[EM] Public elections are the ones that matter.
Abd ul-Rahman Lomax
abd at lomaxdesign.com
Sun Nov 13 17:32:14 PST 2005
At 08:17 AM 11/13/2005, Dave Ketchum wrote:
>Doing delegable proxies for public elections means selling and getting a
>law to fit - worth pursuing.
Yes, I'd agree. However, it will be very, very difficult under
present conditions. Creating independent DP organizations should
theoretically be much easier, would be safer (i.e., it is not
necessary to entrust government itself to an untried and unproven
technology or technique), and would not have to deal with certain
very knotty problems until the organizational maturity existed that
could handle them.
>Doing them for corporations:
> Does Robert's Rules have anything helpful?
> Is there any law that forbids what you want? If so, work on the law.
The "law" that "forbids" it is the law of the persistence of power
inequities. Delegable proxy will redistribute power from those who
currently enjoy a power excess; they will see this as a threat.
Guaranteed, they will oppose it, and, within the existing structure,
they have excess power. That does not guarantee that they will
succeed, but.... it does give them a leg up. I've seen tremendous
effort exerted to overcome entrenched corporate management, all for
nothing. In California, there was a proxy battle, an effort by an
attorney who had noticed that the California State Automobile
Association was essentially in bed with the insurance industry and
was acting in the interests of that industry, not precisely in the
interests of motorists. In spite of having, I'd say, substantial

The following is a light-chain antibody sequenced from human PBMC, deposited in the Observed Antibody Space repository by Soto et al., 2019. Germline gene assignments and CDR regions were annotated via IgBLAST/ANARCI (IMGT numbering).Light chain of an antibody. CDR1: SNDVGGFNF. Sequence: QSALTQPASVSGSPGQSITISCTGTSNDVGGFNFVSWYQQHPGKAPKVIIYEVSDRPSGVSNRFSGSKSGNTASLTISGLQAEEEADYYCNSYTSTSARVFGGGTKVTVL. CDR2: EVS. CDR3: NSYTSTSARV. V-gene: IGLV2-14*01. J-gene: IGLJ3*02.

justice on his side, he lost. Of course, this attorney and his slate
of candidates may have had their *own* agenda....
CSAA, like many similar corporations, sends out proxy solicitations.
Most members, I think, don't understand the implications, and,
naturally, want to be helpful.... Existing management has, through
this, almost unopposable power.
>Then write up a bylaws change and have a stock owner submit it to an
>annual meeting for hoped-for adoption. Might even get the board to back
>adoption - assuming they see it as useful.
Might work. More likely not. What's in it for the board?
(A truly enlightened board might recognize the value to the
corporation of having a collection of owners who had, perhaps, "pride
of ownership." But I think that the fears would generally overpower
>Mention of nonprofits turns me off - for my stock I would like more
>flexibility than I have now as to proxies, but I would WANT a proxy paying
>enough attention to vote intelligently.
Don't know what this has to do with nonprofits. If a shareholder
wants his or her interests represented by a nonprofit, Warren Beatty,
or anyone, for that matter, it's his or her right. But the
shareholder does not need a change in law or corporate bylaws to have
this right. All the shareholder has to do is name the proxy suggested
by that organization or person (or to name that person himself or herself).
Shareholders *have* the right to do this, but don't generally do it.
Instead, small ones anyway, they just sign those forms sent to them
by the nice people at corporate headquarters....
This is a variation on my constant theme: we don't need *them* to
change, *we* need to change....
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